5 Questions with Stephanie M. Davis, Ph.D., Program Officer, National Heart, Lung, and Blood Institute
“5 Questions With…” is a weekly BioBuzz series where we reach out to interesting people in the BioHealth Capital Region to share a little about themselves, their work, and maybe something completely unrelated. This week we welcome 5 Questions with Stephanie M. Davis, Ph.D., Program Officer, National Heart, Lung, and Blood Institute.
Stephanie M. Davis received her B.S. in Biochemistry and Molecular Biology in 2012 from Florida Southern College. She received her M.S. in Medical Sciences (2015) and her Ph.D. in Molecular Pharmacology (2016) from the University of South Florida (USF), where she was a recipient of the Presidential Doctoral Fellowship from the USF Graduate School. She was a postdoctoral scholar at the University of Kentucky in the Department of Neurology. In addition to her postdoctoral appointment, Dr. Davis also interned part-time with the UK Office of Technology Commercialization from January to July 2019. Before joining the NHLBI Innovation Office, Dr. Davis was selected for the 2019-2020 Executive Branch AAAS Science and Technology Policy Fellows Program, where she served as a Program Manager in the National Institute on Aging Office of Small Business Research (NIA OSBR) until December 2020.
In her personal capacity, Dr. Davis enjoys volunteering with organizations such as the Future of Research and the Women in Bio Capital Region Chapter. Her hobbies include baking, watercolor painting, singing, and spending time with her husband Austin, dog Mika, and cat Opie.
1. Please introduce yourself to our audience with a look back at your education, training, and career.
My interest in the intersection between policy, scientific research, and economic development started when I was an undergraduate student at Florida Southern College. Although I majored in Biochemistry and Molecular Biology, I also minored in economics due to my interest in economic policy. My interest in public service was also fostered by my participation in the Florida Southern Student Government Association. After graduating, I enrolled in the Integrated Biomedical Sciences Ph.D. Program at the University of South Florida, where I majored in Molecular Pharmacology. My doctoral dissertation focused on the identification of new antioxidant-inducing drugs for the treatment of acute ischemic stroke. Outside of the lab, I also had the opportunity to build up my leadership service by leading the USF Association of Medical Science Graduate Students (AMSGS).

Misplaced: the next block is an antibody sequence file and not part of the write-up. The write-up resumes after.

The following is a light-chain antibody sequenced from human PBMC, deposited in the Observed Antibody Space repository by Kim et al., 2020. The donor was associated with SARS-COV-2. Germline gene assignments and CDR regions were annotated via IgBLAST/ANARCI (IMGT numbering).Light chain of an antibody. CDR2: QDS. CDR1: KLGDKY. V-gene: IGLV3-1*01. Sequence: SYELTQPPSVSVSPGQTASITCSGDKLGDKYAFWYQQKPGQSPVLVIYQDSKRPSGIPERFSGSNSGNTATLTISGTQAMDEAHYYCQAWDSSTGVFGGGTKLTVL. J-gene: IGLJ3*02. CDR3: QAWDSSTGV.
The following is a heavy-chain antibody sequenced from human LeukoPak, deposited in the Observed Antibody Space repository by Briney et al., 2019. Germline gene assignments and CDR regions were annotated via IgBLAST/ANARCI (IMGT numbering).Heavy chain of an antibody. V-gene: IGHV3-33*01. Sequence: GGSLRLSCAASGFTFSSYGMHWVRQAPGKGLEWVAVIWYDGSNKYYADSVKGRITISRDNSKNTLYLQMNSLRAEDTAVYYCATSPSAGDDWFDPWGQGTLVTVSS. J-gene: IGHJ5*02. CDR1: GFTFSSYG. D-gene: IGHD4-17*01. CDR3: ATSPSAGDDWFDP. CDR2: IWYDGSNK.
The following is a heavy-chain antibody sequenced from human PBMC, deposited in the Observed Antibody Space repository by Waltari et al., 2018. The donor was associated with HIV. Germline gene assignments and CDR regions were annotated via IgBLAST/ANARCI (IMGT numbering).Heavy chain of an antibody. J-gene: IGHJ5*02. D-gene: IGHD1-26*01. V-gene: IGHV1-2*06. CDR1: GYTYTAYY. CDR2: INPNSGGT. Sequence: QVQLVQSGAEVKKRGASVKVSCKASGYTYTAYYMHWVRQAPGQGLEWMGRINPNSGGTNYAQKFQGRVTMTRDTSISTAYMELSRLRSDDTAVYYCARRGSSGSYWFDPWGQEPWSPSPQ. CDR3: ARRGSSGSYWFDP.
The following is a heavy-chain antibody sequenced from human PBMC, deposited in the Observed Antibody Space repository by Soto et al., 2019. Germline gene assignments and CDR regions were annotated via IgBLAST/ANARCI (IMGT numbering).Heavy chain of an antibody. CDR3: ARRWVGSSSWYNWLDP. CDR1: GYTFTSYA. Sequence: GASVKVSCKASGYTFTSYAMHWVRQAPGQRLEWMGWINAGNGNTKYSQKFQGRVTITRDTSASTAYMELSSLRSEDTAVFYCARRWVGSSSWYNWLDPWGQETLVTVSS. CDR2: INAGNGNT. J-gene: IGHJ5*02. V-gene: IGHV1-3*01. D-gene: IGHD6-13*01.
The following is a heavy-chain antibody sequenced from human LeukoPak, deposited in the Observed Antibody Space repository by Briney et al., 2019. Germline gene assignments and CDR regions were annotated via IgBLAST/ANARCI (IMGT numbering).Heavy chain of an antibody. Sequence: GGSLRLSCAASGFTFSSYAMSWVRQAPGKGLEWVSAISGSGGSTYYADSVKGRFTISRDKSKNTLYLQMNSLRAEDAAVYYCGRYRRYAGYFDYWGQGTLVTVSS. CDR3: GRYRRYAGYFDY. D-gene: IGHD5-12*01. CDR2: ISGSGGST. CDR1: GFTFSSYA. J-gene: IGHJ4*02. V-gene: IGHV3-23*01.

Since my doctoral mentor received a faculty job from the University of Kentucky Department of Neurology in early 2016, I defended my dissertation approximately one year earlier than anticipated and moved to Lexington, KY, to help my mentor start his new lab at the University of Kentucky. While I had not originally anticipated doing a three-year postdoctoral appointment after receiving my Ph.D., working as a postdoc allowed me to explore other career paths outside of academia. I began seriously considering science policy as my career path when I realized that some of my most rewarding experiences during my training involved serving a community (i.e., serving as the President of AMSGS and the Vice President of the UK postdoctoral association). I also became involved with scientific societies such as the American Society for Pharmacology and Experimental Therapeutics (ASPET), where I served as the Chair of the Young Scientists Committee from 2018 to 2020. Finally, I sought out opportunities that would allow me to gain experience interacting with legislators to build up my science policy credentials. During my postdoctoral career, I was very fortunate to visit the Hill through the ASPET Washington Fellows program and the Society for Neuroscience Early Career Policy Ambassadors Program.